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Bad news for venues: poll says few willing to go to a sporting event now, and most would wait for a vaccine; is it too soon for fanless events?

What Would It Take For Sports Fans To Feel Safe?, FiveThirtyEight asked in an article 5/12/20.

The answer: less than one quarter (24%) of respondents to an Ipsos poll of 1,109 Americans said they'd go back to a very likely (7%) or somewhat likely (14%) to attend an event in person under current circumstances.

Though such changes as mandatory mask-wearing, social distancing at venues, and a declining trend in local COVID-19 cases would help a lot or somewhat, more than 60% said it would help only a little or not help.

The bottom line: only a (who knows when) vaccine against the coronavirus would lead 51% of those polled to say it would help a lot and 13% say it would help somewhat.

Astonishingly, 27% said that they wouldn't feel comfortable even with a vaccine, a suggestion that people are shook at the concept of large gatherings, FiveThirtyEight suggests.

Of course that could change; after all, people today think nothing of attending events after getting a routine flu shot.

Venues in trouble

The near-term result, suggests the article, is that "the gate-receipts model that has dominated pro sports for as long as they’ve existed could be in jeopardy."

That also suggests that arenas and stadiums are, for now, white elephants, as other entertainment events surely face the same skepticism from potential attendees.

Watching sports

The survey suggests that 62 percent of respondents would be somewhat or very likely to watch sports on TV, even if  nearly half think sports should not return until the coronavirus is under control, with about a quarter urging a wait until a vaccine.

Some 75% support games in empty venues, which seems to be very much under consideration.

The emotional place

How important are sports to people? The survey said 62% would be "somewhat or very likely to watch sports on TV if they came back now," while "39 percent said they missed sports more than they expected.

Yesterday's Times offered Can Sports Help Heal a Country? Some Fans Don’t Buy the Emotional Pleas, starting with a New York baseball fan working at food rescue nonprofit saying “We need other things to be healed, if you want to call it that, before we get to baseball."

That's understandable, though presumably fans from elsewhere may have a different perspective. Some responses:

In The Sound of One Fan Clapping, Emmett Hare wrote 5/1/20 in City Journal, speculating on the weirdness of professional sports staged for television:
One revealing aspect of the Covid-19 crisis is the relative ease with which the public has adjusted to life without sports, given their prominence before the pandemic. There have been attempts to fill the void with broadcasts of e-sports and celebrity video game tournaments, but these haven’t captured wide attention.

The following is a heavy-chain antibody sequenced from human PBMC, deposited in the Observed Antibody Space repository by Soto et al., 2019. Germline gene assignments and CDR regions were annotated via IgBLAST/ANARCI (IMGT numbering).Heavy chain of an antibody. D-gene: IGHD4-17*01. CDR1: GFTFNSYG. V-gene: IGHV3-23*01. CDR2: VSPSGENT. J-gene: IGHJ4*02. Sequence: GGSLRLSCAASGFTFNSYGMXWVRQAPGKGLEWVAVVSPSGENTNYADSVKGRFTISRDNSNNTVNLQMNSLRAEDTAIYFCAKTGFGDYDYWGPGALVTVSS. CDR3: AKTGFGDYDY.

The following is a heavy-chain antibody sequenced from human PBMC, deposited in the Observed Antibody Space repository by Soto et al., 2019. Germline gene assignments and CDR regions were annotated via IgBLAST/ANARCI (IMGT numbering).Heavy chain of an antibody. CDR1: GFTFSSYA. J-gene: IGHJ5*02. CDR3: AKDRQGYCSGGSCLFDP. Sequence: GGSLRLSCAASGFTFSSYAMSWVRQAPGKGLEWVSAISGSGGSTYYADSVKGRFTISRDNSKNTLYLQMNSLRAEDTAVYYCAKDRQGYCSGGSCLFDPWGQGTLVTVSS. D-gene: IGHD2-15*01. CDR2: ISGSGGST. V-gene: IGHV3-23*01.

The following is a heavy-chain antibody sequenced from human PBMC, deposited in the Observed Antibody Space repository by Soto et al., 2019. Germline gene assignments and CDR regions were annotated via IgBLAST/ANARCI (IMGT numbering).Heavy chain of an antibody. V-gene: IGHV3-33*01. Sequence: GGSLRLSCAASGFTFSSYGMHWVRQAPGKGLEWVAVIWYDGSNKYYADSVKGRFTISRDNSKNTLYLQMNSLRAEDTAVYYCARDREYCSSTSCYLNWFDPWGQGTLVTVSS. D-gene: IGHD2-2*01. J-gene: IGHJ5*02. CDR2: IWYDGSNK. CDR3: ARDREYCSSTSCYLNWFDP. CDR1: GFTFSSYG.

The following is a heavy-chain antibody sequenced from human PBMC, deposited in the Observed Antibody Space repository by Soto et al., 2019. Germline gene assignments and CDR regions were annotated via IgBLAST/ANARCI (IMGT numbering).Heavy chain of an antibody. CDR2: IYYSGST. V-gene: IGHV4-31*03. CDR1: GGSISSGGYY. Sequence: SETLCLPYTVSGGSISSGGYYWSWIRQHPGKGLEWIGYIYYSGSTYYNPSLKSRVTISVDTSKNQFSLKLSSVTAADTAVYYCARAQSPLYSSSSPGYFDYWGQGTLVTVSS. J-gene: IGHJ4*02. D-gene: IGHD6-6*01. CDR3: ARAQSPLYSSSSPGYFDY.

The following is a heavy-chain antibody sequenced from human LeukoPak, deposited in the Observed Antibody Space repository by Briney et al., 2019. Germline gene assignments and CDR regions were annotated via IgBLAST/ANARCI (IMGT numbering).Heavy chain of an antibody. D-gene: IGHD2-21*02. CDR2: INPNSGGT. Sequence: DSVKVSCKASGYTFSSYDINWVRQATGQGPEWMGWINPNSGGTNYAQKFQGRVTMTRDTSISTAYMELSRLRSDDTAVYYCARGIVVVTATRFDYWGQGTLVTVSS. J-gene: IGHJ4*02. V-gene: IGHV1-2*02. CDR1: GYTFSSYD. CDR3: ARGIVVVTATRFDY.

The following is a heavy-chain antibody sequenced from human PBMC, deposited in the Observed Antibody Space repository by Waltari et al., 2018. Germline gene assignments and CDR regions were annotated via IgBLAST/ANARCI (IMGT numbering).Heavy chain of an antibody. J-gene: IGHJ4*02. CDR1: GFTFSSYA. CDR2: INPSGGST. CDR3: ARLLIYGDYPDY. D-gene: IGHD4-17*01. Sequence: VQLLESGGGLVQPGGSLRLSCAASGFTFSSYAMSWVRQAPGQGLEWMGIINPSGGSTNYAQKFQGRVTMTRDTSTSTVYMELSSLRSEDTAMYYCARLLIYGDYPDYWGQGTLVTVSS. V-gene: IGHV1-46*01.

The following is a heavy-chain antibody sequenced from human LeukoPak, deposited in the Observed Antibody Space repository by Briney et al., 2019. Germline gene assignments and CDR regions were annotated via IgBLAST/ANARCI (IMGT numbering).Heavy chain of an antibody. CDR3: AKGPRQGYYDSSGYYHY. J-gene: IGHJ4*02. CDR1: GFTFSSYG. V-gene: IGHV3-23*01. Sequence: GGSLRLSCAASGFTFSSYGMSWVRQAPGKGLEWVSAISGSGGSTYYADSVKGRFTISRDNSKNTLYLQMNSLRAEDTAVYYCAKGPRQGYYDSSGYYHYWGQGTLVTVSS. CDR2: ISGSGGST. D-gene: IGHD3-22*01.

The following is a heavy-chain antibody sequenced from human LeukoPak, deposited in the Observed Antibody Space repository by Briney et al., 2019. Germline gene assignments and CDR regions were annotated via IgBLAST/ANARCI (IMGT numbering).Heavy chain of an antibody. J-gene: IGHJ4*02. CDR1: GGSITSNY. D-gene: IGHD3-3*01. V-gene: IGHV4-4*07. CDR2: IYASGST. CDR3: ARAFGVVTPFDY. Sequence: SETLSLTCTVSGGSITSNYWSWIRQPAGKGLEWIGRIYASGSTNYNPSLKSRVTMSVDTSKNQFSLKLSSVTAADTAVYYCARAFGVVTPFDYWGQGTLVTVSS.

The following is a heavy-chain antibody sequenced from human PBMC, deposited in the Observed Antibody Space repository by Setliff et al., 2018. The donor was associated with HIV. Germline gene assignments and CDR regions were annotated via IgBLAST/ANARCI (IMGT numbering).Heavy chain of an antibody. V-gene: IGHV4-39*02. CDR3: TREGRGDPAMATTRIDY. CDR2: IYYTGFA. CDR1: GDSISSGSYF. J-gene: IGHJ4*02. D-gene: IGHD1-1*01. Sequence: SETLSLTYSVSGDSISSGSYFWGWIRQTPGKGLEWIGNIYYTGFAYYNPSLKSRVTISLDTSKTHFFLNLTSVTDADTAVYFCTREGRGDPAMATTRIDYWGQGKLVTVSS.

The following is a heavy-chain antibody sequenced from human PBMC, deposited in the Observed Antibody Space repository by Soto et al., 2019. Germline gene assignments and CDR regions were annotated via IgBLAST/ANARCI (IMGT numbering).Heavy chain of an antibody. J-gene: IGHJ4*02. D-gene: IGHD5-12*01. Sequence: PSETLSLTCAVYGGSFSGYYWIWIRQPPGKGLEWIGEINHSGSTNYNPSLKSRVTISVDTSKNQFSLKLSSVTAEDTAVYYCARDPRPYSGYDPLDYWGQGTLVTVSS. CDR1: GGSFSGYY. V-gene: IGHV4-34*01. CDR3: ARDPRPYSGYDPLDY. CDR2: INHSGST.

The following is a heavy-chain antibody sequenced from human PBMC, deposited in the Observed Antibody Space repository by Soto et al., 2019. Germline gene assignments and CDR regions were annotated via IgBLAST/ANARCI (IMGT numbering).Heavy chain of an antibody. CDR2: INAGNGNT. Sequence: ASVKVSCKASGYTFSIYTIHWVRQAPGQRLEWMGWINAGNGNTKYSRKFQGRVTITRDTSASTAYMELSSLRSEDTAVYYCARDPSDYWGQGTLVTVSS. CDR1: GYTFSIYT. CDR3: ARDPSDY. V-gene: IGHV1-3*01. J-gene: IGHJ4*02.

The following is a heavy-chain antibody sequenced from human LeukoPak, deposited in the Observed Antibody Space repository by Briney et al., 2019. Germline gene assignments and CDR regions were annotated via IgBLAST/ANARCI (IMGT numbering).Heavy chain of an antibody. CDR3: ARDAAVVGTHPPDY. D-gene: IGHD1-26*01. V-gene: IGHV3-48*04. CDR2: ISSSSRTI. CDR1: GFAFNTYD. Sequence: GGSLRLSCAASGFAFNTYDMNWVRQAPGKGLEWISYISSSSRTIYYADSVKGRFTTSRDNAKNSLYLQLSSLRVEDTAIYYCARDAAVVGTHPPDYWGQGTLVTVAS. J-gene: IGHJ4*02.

The question of "relative ease" is still pending. We've seen newspapers cut their sports sections, furlough and/or lay off sports reporters, and redeploy others to cover the coronavirus crisis. There's far less sports content, even though there's an inexhaustible supply of interesting-enough content, in the media.

But there's been a huge amount of attention, for example, to ESPN's 10-part documentary The Last Dance, about Michael Jordan and the 1997-98 Chicago Bulls.

How essential?

In a 4/28/20 Q&A with the New York Times, Dr. Anthony Fauci, the leading public health expert on President Trump’s coronavirus task force (and a former high school point guard), contained this exchange:
Sports, in the end, are entertainment. How far down the line should they be in the country’s reopening? Do more essential businesses need to come first? 
I don’t think it’s either or. I think, clearly, essentially services are a high priority. No doubt about it. You don’t want the economy to completely crumble. But sports are important also for the well-being and the mental health of the country. So I don’t think you can say, “You go before I.” I think you can do some things simultaneously and you can do prioritizing some ahead of the other.
So, have we adjusted or are "sports are important also for the well-being and the mental health of the country"? Maybe something of both. Note that FiveThirtyEight reported a partisan divide, with a 20-point difference between Republicans and Democrats, with the latter far more cautious about reopening.

Starting without fans?

Two days ago, the New York Post reported Horse and car racing to resume in New York in June — without fans. That means that tracks like Aqueduct Racetrack in Queens will reopen for televised races (and gambling?).

“If you can have economic activity without a crowd, that’s great," Gov. Andrew Cuomo said, noting the possibility of baseball without fans, as well. “When you look at the risk-reward, there is a lot of reward for minimal risk,” Cuomo said,

One outspoken player, the Washington Nationals' Sean Doolittle, begs to differ: